Many rural communities have voluntary organisations set up by the rural people themselves for various purposes such as to conduct of religious activities, extension of assistance in instances of death and provision of capital on a rotational basis: there is no intervention from outside for any of these purposes.
In all instances of voluntarily organised collective action by the rural people, the starting point is the identification of a commonly felt need through direct experience, observation and discussion. It is followed almost simultaneously by an assessment of consensus and commitment and an identification of a generally acceptable leadership to initiate collective action.
When people get together formally, almost everyone has been already briefed by persons know to each other about the general purpose of the meeting. In other words when they come for a meeting of this nature they have made up their mind regarding the change that they are collectively trying to bring about in their community.
Formal meeting of a voluntarily organised collective action by the rural society is not a forum where its objective is debated; all that has been cleared earlier at informal discussions people have had over a period of time, when they had enough opportunity to feel beyond doubt the need and usefulness of the objective they are trying to achieve.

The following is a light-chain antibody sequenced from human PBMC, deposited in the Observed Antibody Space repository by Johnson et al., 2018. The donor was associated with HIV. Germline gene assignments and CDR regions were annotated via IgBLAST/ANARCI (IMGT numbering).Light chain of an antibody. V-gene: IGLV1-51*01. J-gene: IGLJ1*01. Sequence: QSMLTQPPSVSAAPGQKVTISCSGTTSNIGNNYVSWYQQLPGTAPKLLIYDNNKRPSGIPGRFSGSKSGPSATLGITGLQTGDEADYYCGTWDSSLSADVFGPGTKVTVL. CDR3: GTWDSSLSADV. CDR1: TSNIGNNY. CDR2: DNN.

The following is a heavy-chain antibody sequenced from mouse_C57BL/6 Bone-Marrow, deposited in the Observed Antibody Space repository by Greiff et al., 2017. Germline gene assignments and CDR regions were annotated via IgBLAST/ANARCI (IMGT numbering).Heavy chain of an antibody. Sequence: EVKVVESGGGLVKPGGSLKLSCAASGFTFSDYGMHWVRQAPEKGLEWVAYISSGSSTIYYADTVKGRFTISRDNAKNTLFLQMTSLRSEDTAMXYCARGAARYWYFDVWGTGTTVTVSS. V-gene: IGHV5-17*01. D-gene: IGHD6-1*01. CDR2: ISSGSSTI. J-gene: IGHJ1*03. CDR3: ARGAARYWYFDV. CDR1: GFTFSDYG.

A formally organised meeting is convened to map out the course of action and the procedures, and also to select persons who should be assigned the responsibility of carrying out the functions needed to achieve the objective. Death donation societies, religious societies and other types of voluntary organisations in rural communities display amply the effectiveness of this process.
Why then has this same process not got activated to bring about the kind of change that is implied by the term rural development when governments have used organisations like cooperatives for this purpose.
To find answers to this question and develop strategies to enlist people’s participation, on a basis similar to the functioning of the voluntary organisations in rural societies, emphasis has been placed on ‘grassroots’ decision making in the control and direction of social change at the local community level.
Conventional village surveys arenot the best mans for this. Intensive dialogue with rural people by maintaining empathy with them over a period of time may be a better way to gain insights into the new approaches needed. Such exercises should invariably be carried out for the additional objective of identifying and training rural people capable of spearheading rural development programmes as rural people movement, and not simply as a government investment programme or even as a peripheral programme of an aid-dependent non-governmental organisation
An approach to rural development as outlined above encompasses both overall national development and rural development as an integrated process having a direct and positive commitment of the government. Moreover, it affords the opportunity for people to participate actively in a process of change stimulated by the government, but adapted to suit the specific conditions and aspirations of the people living in different areas.
It also would afford the opportunity for all persons in rural areas to participate and benefit from the development process without being subjected to a discriminatory process, as promoted by the target group approach followed since the disappointing results of the first development decade.